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A brand new Barrick: The anchor gallery at UNLV gets a major renovation

<p>Jerry Schefcik, gallery director at Marjorie Barrick Museum at UNLV. PHOTO: JEFERSON APPLEGATE</p>

Jerry Schefcik, gallery director at Marjorie Barrick Museum at UNLV. PHOTO: JEFERSON APPLEGATE

“It was completely gutted,” explains Aurore Giguet, director of the Marjorie Barrick Museum, discussing the renovations to the Barrick’s main exhibition space. “Only the four outer walls were left.” The faint outline of lettering spelling out “of Natural History,” recently removed from signage at the main entrance, is all that remains of the museum’s former focus on archeological objects. On Sept. 18, the brand new Barrick will celebrate its grand reopening with a preview and reception.

The past year has been tumultuous for the exhibition spot. Funding cuts imperiled its existence, followed by new museum programing and mission statement that reclassified the Barrick under UNLV’s College of Fine Arts. The expansion of the university’s gallery system coincided with agreements made to house and display the Las Vegas Art Museum collection, a partnership bolstering both Barrick and LVAM.

Preparations to host the LVAM collection began in the spring, with the museum shutting its doors, installing a spiffy new visitor information desk, knocking down walls and completely reconfiguring its interior. The building is no stranger to transformations, existing first as a basketball court — the circled Rebel logo still lingers on the floor — then as a natural history museum and now as an art museum. Alcoves with display cases placed toward the back pay homage to the Barrick’s natural history heritage, with rotating displays of its permanent collection of cultural artifacts. For the grand opening, a selection of Andean textiles and ceramics will be shown.

A space at the center of the museum offers a spot for smaller, more intimate exhibits. “The Barrick is at the heart of UNLV,” says UNLV Donna Beam Gallery Director Jerry Shefcik, also in charge of curating the LVAM Collection. “So this area is the museum’s heart.” Fittingly, among the works on display in the center space is an oil painting depicting an arrangement of women in kerchiefs titled “Bahianas,” by Mary Cady Johnson. Purchased in 1956, the painting was LVAM’s first acquisition. The historic note of the individual works is one of many factors Schefcik considers in arranging placement of the works in the exhibit.

“It’s still telling me what it wants to do,” he says of the final placement of the works. “Some artists are from an earlier time period, some art is more contemporary, and there are pieces of those groups that I would definitely like to use for the exhibition. I’m looking for other work that will work well with those pieces. Maybe create a dialogue, or there will be a contrast or something about it that one piece reinforces the other piece, one piece informs the other piece. They just help each other out. That is the conversation that I’m looking for. … We just brought some [LVAM] work in from the Smith Center and there will be some changes.”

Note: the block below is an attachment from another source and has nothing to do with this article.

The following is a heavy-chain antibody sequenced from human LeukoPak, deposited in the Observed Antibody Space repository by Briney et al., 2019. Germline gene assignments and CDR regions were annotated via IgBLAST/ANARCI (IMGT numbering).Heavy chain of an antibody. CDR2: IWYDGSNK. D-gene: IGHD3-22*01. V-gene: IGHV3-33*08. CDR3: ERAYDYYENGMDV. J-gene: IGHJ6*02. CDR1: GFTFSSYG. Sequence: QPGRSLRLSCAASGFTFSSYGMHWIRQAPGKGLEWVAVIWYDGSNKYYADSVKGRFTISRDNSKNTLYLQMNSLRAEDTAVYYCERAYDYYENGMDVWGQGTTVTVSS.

Preliminary work pairings are already stirring up visual dialogue. Cindy Wright’s “Curtain” portrays the painted illusion of a delicate web of blue crochet. Next to it, the beaded and skirted form of Wayne Littlejohn’s sculpture “Matahari” wavers between phallic and squid-like forms brazenly rising, like the exotic dancer of its namesake. Whispering back and forth, the two pieces abstract and explore intimate intricacies.

Reminiscent of the tail of an airplane, the swooping red and gold graphics of James Hough’s painted offering harkens back to the 1950s, as do Curtis Fairman’s abstracted kitchen appliance-like white and chrome spheres. The organic yet precise circular cuts of David Ryan’s piece contrast yet complement the machined black aluminum planks of Brad Corman’s work.

Some art match-ups in the exhibit even involve a little accidental romance. A felt portrait by James Gobel depicting Jeffery Valance paired well with an oil painting depicting marbled slices of beef by Victoria Reynolds. It turns out the artist of the meat painting is married to Valance, “but I did not know that it was his portrait when I got these two [works] together!” says Schefcik.

Celebrating the renewal of the Barrick, the partnership with LVAM and supporting future programing, a cocktail reception and special exhibit preview will be held Sept. 18, with speakers including Patrick Duffy, president of the LVAM Collection, and UNLV Dean of Fine Arts Jeffery Koep. On Sept. 19, the museum will hold special extended hours, from 10 a.m. to 8 p.m. Visitors are invited to participate in the first new piece of art to be created at the museum: a mural sized collage to be displayed in the lobby upon completion. The collage mural project highlights the museum’s programing goals for the future:

“It’s not just the university’s museum,” Giguet says. “We’re open to showing student work, faculty work, local artists, participation, volunteers. It’s for everyone.”

Marjorie Barrick Museum Thu, 9 a.m.-8 p.m., Fri, Mon-Wed, 9 a.m.-5 p.m., Sat, 12-5 p.m., starting Sept. 19; UNLV, 4505 S. Maryland Parkway, 895-3381 and Grand reopening preview/reception: Sept. 18, 5:30 p.m., $100.